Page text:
Analyst: Citigroup should dispose of bad bank assets

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The "bad bank" concept seems to have worked at several banks.

Consider Citigroup, which created a bad bank known as Citi Holdings four years ago to serve as a container for toxic assets and other non-core units that it saw as ripe for disposal.

The Financial Times notes that, "Citi executives say the strategy worked, allowing investors to understand the core business better. An additional benefit: staff were not left looking over their shoulder, worried about which businesses were being prepared for sale – it was out in the open. Into Citi Holdings went a diverse range of assets, including CitiFinancial, a consumer finance company with 3,000 branches catering to US customers but these were distinct from the urban, international customers that the bank sees as its base. Private-label credit cards went into the 'bad bank' too but this business was later given a reprieve – the only example so far of Citi bringing a business back into the fold of its core operations. Citi's stake in Smith Barney, the retail brokerage, also went into Holdings."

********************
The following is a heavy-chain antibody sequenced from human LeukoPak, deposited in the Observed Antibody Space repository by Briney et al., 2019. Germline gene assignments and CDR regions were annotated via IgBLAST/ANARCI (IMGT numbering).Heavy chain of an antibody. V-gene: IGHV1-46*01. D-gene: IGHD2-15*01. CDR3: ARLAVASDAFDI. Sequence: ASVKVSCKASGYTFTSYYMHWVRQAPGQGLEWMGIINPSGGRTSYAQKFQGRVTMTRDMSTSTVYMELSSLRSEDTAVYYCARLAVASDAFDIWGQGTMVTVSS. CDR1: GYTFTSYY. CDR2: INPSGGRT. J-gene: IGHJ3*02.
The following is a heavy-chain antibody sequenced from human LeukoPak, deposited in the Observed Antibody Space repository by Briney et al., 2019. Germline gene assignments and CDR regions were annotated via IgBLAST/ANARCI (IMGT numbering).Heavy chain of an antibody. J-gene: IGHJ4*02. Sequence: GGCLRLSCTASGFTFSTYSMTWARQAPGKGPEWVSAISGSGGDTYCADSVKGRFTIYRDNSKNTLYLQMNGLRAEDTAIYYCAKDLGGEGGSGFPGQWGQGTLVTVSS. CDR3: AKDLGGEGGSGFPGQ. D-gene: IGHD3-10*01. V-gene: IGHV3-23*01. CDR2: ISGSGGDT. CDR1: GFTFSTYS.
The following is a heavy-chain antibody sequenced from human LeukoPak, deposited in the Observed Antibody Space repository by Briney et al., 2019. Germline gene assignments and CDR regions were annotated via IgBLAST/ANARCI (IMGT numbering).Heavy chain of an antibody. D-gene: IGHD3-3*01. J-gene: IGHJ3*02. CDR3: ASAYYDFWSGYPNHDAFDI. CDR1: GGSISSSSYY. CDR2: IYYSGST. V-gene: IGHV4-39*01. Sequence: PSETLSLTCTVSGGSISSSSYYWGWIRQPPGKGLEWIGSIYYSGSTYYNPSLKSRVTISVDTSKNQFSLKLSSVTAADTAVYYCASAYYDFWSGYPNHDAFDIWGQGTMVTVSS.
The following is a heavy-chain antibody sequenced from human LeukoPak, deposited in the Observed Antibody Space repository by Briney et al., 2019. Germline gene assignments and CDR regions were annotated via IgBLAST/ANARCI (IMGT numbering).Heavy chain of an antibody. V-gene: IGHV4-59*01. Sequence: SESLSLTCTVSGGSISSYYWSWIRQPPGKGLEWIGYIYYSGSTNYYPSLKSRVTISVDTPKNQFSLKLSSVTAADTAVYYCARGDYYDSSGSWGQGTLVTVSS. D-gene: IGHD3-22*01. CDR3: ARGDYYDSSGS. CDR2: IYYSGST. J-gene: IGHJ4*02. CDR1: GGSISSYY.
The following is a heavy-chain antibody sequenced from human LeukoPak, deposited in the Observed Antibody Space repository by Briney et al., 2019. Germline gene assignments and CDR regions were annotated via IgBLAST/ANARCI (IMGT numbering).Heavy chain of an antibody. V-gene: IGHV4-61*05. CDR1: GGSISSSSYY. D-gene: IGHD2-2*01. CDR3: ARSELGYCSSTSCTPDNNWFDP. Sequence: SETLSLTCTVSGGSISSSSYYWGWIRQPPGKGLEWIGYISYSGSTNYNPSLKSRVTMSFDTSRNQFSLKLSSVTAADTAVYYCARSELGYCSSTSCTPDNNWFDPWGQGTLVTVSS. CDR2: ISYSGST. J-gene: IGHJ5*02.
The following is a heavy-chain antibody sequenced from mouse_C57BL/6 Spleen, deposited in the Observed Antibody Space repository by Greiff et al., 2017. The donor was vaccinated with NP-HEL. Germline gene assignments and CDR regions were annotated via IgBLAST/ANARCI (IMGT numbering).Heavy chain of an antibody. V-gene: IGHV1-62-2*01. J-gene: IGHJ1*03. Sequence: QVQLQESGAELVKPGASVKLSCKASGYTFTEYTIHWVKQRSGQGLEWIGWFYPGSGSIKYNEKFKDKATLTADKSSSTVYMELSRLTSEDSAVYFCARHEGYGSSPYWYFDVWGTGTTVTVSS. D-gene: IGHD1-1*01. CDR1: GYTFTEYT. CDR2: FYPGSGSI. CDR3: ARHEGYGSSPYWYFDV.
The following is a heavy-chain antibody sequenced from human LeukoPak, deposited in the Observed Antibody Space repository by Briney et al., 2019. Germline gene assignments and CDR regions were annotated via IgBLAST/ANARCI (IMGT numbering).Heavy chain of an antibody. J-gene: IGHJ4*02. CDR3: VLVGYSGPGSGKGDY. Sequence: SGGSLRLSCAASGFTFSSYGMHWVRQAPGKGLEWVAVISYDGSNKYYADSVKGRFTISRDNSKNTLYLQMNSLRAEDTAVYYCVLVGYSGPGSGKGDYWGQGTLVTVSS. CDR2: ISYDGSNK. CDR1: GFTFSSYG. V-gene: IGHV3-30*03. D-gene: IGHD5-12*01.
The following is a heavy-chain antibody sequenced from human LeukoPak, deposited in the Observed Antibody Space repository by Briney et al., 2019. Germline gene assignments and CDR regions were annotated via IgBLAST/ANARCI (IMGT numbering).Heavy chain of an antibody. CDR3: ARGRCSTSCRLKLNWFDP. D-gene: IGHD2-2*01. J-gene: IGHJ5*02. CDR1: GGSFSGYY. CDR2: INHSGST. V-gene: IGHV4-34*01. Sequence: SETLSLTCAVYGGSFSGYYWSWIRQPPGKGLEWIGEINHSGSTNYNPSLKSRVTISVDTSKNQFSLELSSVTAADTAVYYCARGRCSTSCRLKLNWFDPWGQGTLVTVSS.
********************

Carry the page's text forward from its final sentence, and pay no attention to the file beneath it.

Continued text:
The unit still holds about $100 billion in mortgage assets. Overall, assets have fallen from more than $600 billion in 2008 to $171 million last quarter.

So, what can be done about the rest of the bad bank assets?

Mike Mayo, analyst at CLSA, has argued that the bank should work to sell off more assets in the bad bank. My sense is that the bank would love to sell the majority of the bad bank's assets, but that's far easier said than done.

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